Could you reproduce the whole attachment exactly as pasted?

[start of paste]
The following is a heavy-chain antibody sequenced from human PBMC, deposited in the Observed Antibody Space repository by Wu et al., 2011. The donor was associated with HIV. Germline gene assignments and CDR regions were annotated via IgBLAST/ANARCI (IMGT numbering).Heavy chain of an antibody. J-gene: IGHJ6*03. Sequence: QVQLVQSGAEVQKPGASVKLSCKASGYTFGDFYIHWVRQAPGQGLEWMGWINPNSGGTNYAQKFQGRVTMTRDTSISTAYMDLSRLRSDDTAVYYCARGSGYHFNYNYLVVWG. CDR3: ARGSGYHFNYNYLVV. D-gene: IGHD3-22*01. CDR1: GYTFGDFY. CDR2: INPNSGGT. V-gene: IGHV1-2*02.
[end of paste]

The following is a heavy-chain antibody sequenced from human PBMC, deposited in the Observed Antibody Space repository by Wu et al., 2011. The donor was associated with HIV. Germline gene assignments and CDR regions were annotated via IgBLAST/ANARCI (IMGT numbering).Heavy chain of an antibody. J-gene: IGHJ6*03. Sequence: QVQLVQSGAEVQKPGASVKLSCKASGYTFGDFYIHWVRQAPGQGLEWMGWINPNSGGTNYAQKFQGRVTMTRDTSISTAYMDLSRLRSDDTAVYYCARGSGYHFNYNYLVVWG. CDR3: ARGSGYHFNYNYLVV. D-gene: IGHD3-22*01. CDR1: GYTFGDFY. CDR2: INPNSGGT. V-gene: IGHV1-2*02.